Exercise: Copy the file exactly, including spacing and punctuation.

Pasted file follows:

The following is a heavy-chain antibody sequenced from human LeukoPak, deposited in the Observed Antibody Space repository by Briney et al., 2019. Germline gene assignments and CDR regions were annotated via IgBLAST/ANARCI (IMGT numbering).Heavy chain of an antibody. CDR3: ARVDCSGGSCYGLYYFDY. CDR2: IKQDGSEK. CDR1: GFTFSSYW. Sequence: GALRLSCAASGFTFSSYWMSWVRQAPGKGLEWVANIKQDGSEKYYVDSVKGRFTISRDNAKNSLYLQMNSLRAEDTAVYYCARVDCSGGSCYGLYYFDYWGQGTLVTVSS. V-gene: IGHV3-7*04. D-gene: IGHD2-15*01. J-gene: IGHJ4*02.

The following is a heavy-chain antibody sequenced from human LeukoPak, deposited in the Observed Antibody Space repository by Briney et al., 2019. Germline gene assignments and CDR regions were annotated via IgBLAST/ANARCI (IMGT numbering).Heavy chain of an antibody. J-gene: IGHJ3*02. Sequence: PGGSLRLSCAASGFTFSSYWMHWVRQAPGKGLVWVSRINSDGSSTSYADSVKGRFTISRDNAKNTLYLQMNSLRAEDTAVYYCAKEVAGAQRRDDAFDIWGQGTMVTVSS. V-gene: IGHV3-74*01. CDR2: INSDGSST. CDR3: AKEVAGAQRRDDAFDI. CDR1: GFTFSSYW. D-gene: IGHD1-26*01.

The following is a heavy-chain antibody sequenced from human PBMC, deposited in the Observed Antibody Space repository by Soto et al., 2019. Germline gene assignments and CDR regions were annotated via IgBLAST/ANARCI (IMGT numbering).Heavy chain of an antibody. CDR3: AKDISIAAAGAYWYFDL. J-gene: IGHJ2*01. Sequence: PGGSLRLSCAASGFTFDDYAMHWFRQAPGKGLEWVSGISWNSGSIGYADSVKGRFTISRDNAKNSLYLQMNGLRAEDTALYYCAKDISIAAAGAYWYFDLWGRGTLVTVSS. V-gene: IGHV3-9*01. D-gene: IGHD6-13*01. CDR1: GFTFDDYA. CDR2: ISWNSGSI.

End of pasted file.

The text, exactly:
The following is a heavy-chain antibody sequenced from human LeukoPak, deposited in the Observed Antibody Space repository by Briney et al., 2019. Germline gene assignments and CDR regions were annotated via IgBLAST/ANARCI (IMGT numbering).Heavy chain of an antibody. CDR3: ARVDCSGGSCYGLYYFDY. CDR2: IKQDGSEK. CDR1: GFTFSSYW. Sequence: GALRLSCAASGFTFSSYWMSWVRQAPGKGLEWVANIKQDGSEKYYVDSVKGRFTISRDNAKNSLYLQMNSLRAEDTAVYYCARVDCSGGSCYGLYYFDYWGQGTLVTVSS. V-gene: IGHV3-7*04. D-gene: IGHD2-15*01. J-gene: IGHJ4*02.

The following is a heavy-chain antibody sequenced from human LeukoPak, deposited in the Observed Antibody Space repository by Briney et al., 2019. Germline gene assignments and CDR regions were annotated via IgBLAST/ANARCI (IMGT numbering).Heavy chain of an antibody. J-gene: IGHJ3*02. Sequence: PGGSLRLSCAASGFTFSSYWMHWVRQAPGKGLVWVSRINSDGSSTSYADSVKGRFTISRDNAKNTLYLQMNSLRAEDTAVYYCAKEVAGAQRRDDAFDIWGQGTMVTVSS. V-gene: IGHV3-74*01. CDR2: INSDGSST. CDR3: AKEVAGAQRRDDAFDI. CDR1: GFTFSSYW. D-gene: IGHD1-26*01.

The following is a heavy-chain antibody sequenced from human PBMC, deposited in the Observed Antibody Space repository by Soto et al., 2019. Germline gene assignments and CDR regions were annotated via IgBLAST/ANARCI (IMGT numbering).Heavy chain of an antibody. CDR3: AKDISIAAAGAYWYFDL. J-gene: IGHJ2*01. Sequence: PGGSLRLSCAASGFTFDDYAMHWFRQAPGKGLEWVSGISWNSGSIGYADSVKGRFTISRDNAKNSLYLQMNGLRAEDTALYYCAKDISIAAAGAYWYFDLWGRGTLVTVSS. V-gene: IGHV3-9*01. D-gene: IGHD6-13*01. CDR1: GFTFDDYA. CDR2: ISWNSGSI.